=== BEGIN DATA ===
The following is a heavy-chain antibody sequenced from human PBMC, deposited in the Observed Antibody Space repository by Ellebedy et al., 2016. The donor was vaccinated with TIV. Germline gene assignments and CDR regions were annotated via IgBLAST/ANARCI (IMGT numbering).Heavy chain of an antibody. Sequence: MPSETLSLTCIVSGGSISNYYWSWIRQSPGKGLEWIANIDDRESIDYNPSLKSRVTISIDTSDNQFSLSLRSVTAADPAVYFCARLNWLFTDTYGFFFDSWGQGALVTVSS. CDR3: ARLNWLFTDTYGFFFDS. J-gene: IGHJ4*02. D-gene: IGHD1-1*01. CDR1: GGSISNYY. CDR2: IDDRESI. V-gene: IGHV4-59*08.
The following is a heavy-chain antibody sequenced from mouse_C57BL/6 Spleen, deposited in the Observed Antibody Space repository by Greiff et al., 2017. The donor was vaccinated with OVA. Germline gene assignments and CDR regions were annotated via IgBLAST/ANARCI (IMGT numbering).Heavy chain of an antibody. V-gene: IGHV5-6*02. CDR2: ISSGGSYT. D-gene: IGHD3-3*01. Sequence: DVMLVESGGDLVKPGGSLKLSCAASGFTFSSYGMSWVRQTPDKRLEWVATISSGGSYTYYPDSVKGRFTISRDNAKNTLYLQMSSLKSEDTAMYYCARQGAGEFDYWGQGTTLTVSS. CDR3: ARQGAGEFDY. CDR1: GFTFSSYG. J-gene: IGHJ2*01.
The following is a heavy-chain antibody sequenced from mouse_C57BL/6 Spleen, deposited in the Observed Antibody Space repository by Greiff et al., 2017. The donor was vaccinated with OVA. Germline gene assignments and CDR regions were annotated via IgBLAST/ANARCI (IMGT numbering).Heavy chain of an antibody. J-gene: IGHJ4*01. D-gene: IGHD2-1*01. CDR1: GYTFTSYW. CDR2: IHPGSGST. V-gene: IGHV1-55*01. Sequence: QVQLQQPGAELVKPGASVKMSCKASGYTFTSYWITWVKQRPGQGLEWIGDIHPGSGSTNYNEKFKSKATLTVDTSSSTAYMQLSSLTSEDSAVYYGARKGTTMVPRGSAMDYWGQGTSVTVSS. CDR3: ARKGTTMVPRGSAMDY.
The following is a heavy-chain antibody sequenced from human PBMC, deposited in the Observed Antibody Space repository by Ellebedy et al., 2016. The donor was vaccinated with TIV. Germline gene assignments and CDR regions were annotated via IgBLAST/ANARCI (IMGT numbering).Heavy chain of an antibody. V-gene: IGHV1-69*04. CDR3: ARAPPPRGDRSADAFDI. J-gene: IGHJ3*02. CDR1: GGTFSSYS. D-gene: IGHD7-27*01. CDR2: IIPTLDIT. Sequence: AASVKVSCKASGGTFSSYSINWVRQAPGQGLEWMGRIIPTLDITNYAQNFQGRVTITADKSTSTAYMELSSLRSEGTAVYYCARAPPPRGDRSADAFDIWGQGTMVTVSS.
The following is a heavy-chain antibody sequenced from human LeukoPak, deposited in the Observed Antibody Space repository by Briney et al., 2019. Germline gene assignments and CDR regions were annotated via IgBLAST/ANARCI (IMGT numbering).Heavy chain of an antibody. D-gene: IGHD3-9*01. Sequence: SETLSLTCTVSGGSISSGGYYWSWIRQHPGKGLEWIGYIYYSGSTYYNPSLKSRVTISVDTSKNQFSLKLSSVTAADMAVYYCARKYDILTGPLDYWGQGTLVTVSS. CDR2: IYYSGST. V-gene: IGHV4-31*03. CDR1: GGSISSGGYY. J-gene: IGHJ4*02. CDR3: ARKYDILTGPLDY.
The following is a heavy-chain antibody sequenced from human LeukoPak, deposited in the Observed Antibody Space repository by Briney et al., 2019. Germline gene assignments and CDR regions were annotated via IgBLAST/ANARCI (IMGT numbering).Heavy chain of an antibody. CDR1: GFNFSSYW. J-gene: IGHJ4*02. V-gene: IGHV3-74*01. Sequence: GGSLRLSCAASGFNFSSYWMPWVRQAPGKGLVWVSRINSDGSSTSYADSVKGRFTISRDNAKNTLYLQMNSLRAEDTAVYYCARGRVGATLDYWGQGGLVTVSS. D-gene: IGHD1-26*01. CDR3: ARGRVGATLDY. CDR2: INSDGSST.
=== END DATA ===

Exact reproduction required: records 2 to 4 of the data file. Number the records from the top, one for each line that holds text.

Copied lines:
The following is a heavy-chain antibody sequenced from mouse_C57BL/6 Spleen, deposited in the Observed Antibody Space repository by Greiff et al., 2017. The donor was vaccinated with OVA. Germline gene assignments and CDR regions were annotated via IgBLAST/ANARCI (IMGT numbering).Heavy chain of an antibody. V-gene: IGHV5-6*02. CDR2: ISSGGSYT. D-gene: IGHD3-3*01. Sequence: DVMLVESGGDLVKPGGSLKLSCAASGFTFSSYGMSWVRQTPDKRLEWVATISSGGSYTYYPDSVKGRFTISRDNAKNTLYLQMSSLKSEDTAMYYCARQGAGEFDYWGQGTTLTVSS. CDR3: ARQGAGEFDY. CDR1: GFTFSSYG. J-gene: IGHJ2*01.
The following is a heavy-chain antibody sequenced from mouse_C57BL/6 Spleen, deposited in the Observed Antibody Space repository by Greiff et al., 2017. The donor was vaccinated with OVA. Germline gene assignments and CDR regions were annotated via IgBLAST/ANARCI (IMGT numbering).Heavy chain of an antibody. J-gene: IGHJ4*01. D-gene: IGHD2-1*01. CDR1: GYTFTSYW. CDR2: IHPGSGST. V-gene: IGHV1-55*01. Sequence: QVQLQQPGAELVKPGASVKMSCKASGYTFTSYWITWVKQRPGQGLEWIGDIHPGSGSTNYNEKFKSKATLTVDTSSSTAYMQLSSLTSEDSAVYYGARKGTTMVPRGSAMDYWGQGTSVTVSS. CDR3: ARKGTTMVPRGSAMDY.
The following is a heavy-chain antibody sequenced from human PBMC, deposited in the Observed Antibody Space repository by Ellebedy et al., 2016. The donor was vaccinated with TIV. Germline gene assignments and CDR regions were annotated via IgBLAST/ANARCI (IMGT numbering).Heavy chain of an antibody. V-gene: IGHV1-69*04. CDR3: ARAPPPRGDRSADAFDI. J-gene: IGHJ3*02. CDR1: GGTFSSYS. D-gene: IGHD7-27*01. CDR2: IIPTLDIT. Sequence: AASVKVSCKASGGTFSSYSINWVRQAPGQGLEWMGRIIPTLDITNYAQNFQGRVTITADKSTSTAYMELSSLRSEGTAVYYCARAPPPRGDRSADAFDIWGQGTMVTVSS.